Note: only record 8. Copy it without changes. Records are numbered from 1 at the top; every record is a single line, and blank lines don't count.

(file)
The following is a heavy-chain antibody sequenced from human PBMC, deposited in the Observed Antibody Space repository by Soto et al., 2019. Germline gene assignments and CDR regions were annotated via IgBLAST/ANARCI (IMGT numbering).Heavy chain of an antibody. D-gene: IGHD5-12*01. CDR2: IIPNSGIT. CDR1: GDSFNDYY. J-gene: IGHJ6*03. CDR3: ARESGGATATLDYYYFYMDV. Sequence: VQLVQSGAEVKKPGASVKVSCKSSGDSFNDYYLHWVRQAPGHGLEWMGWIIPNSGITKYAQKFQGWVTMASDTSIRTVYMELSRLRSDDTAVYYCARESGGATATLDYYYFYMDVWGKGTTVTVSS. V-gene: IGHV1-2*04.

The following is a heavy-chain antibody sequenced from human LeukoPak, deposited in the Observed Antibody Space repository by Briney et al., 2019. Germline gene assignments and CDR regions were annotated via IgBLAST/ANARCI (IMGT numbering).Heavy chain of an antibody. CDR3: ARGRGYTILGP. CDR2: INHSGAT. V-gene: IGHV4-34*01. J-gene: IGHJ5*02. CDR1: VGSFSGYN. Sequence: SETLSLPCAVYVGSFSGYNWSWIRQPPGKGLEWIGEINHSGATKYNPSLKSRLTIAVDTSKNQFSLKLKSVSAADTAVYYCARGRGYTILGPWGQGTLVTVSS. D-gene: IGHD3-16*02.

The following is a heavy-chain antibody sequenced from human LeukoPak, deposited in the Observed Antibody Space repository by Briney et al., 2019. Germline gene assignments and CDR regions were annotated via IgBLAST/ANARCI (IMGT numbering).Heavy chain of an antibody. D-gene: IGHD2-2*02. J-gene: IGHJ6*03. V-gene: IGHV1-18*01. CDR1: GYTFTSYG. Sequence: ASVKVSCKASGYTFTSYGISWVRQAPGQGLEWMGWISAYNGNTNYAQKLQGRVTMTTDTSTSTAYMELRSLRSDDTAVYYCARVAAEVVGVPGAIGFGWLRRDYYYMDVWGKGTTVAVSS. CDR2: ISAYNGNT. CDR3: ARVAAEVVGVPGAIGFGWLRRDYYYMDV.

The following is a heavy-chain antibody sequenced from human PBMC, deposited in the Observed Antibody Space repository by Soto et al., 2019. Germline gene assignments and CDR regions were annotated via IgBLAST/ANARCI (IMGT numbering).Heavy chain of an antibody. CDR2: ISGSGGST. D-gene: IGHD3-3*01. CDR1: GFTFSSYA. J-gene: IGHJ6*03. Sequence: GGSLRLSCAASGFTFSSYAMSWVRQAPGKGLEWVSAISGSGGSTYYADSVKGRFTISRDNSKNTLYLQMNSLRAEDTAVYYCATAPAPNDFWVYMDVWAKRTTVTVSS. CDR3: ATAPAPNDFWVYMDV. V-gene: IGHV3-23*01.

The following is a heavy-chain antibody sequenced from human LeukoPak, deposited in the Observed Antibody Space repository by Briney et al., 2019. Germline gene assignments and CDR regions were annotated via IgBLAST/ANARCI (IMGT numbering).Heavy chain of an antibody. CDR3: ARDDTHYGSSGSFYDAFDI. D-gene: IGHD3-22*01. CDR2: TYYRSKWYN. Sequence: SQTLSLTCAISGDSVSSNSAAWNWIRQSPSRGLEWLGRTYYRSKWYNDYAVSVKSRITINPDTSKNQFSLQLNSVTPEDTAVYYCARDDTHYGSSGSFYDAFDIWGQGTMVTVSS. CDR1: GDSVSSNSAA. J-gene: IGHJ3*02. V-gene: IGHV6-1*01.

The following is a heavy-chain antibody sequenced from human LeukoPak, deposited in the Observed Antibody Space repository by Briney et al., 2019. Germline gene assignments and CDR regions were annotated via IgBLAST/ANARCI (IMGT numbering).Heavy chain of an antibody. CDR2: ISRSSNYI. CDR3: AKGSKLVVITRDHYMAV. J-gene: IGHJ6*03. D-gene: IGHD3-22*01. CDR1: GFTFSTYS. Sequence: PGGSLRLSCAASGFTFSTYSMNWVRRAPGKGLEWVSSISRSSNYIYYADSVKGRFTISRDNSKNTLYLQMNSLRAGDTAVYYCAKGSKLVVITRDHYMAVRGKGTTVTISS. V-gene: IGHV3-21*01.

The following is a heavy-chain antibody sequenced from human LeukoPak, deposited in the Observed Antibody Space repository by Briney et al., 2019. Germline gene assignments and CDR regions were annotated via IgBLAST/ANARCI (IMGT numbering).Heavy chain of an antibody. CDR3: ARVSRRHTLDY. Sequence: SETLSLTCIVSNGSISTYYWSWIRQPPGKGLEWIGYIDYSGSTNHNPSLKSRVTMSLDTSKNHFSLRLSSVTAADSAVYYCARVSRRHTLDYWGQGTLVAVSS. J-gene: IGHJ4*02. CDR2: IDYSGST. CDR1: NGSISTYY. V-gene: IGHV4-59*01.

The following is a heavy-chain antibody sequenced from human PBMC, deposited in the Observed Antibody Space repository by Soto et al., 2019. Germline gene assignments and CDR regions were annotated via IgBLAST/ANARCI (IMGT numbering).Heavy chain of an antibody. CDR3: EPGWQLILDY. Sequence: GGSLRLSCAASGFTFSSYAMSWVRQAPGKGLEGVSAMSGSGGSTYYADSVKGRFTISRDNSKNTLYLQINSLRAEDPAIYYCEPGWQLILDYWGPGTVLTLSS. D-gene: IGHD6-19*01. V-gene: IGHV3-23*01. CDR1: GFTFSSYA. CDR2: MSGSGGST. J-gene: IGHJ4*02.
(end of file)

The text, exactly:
The following is a heavy-chain antibody sequenced from human PBMC, deposited in the Observed Antibody Space repository by Soto et al., 2019. Germline gene assignments and CDR regions were annotated via IgBLAST/ANARCI (IMGT numbering).Heavy chain of an antibody. CDR3: EPGWQLILDY. Sequence: GGSLRLSCAASGFTFSSYAMSWVRQAPGKGLEGVSAMSGSGGSTYYADSVKGRFTISRDNSKNTLYLQINSLRAEDPAIYYCEPGWQLILDYWGPGTVLTLSS. D-gene: IGHD6-19*01. V-gene: IGHV3-23*01. CDR1: GFTFSSYA. CDR2: MSGSGGST. J-gene: IGHJ4*02.